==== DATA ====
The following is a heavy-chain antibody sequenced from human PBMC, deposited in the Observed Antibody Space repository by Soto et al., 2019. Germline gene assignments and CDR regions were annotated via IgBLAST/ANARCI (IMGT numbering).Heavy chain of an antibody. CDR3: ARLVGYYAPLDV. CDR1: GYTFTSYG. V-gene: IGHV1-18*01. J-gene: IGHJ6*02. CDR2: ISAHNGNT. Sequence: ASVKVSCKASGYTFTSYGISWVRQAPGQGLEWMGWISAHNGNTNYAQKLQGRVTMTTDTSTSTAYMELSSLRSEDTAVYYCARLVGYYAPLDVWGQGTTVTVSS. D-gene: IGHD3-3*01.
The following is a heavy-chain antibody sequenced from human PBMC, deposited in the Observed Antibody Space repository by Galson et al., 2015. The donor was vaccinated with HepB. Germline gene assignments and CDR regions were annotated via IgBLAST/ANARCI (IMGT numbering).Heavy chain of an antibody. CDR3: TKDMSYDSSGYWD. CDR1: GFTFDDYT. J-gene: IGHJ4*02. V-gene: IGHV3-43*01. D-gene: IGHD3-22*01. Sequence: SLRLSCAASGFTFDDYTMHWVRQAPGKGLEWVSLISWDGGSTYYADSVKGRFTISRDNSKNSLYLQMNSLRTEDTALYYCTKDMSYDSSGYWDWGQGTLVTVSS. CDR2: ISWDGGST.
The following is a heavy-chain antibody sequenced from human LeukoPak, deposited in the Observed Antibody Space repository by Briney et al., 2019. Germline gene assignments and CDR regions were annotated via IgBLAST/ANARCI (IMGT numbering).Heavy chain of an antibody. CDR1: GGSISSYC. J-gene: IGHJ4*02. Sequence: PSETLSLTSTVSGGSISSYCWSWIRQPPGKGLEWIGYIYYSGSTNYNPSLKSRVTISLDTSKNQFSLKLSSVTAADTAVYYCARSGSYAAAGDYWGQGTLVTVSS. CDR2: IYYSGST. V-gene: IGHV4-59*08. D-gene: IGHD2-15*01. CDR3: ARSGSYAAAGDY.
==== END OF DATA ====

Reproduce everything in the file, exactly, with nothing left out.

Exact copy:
The following is a heavy-chain antibody sequenced from human PBMC, deposited in the Observed Antibody Space repository by Soto et al., 2019. Germline gene assignments and CDR regions were annotated via IgBLAST/ANARCI (IMGT numbering).Heavy chain of an antibody. CDR3: ARLVGYYAPLDV. CDR1: GYTFTSYG. V-gene: IGHV1-18*01. J-gene: IGHJ6*02. CDR2: ISAHNGNT. Sequence: ASVKVSCKASGYTFTSYGISWVRQAPGQGLEWMGWISAHNGNTNYAQKLQGRVTMTTDTSTSTAYMELSSLRSEDTAVYYCARLVGYYAPLDVWGQGTTVTVSS. D-gene: IGHD3-3*01.
The following is a heavy-chain antibody sequenced from human PBMC, deposited in the Observed Antibody Space repository by Galson et al., 2015. The donor was vaccinated with HepB. Germline gene assignments and CDR regions were annotated via IgBLAST/ANARCI (IMGT numbering).Heavy chain of an antibody. CDR3: TKDMSYDSSGYWD. CDR1: GFTFDDYT. J-gene: IGHJ4*02. V-gene: IGHV3-43*01. D-gene: IGHD3-22*01. Sequence: SLRLSCAASGFTFDDYTMHWVRQAPGKGLEWVSLISWDGGSTYYADSVKGRFTISRDNSKNSLYLQMNSLRTEDTALYYCTKDMSYDSSGYWDWGQGTLVTVSS. CDR2: ISWDGGST.
The following is a heavy-chain antibody sequenced from human LeukoPak, deposited in the Observed Antibody Space repository by Briney et al., 2019. Germline gene assignments and CDR regions were annotated via IgBLAST/ANARCI (IMGT numbering).Heavy chain of an antibody. CDR1: GGSISSYC. J-gene: IGHJ4*02. Sequence: PSETLSLTSTVSGGSISSYCWSWIRQPPGKGLEWIGYIYYSGSTNYNPSLKSRVTISLDTSKNQFSLKLSSVTAADTAVYYCARSGSYAAAGDYWGQGTLVTVSS. CDR2: IYYSGST. V-gene: IGHV4-59*08. D-gene: IGHD2-15*01. CDR3: ARSGSYAAAGDY.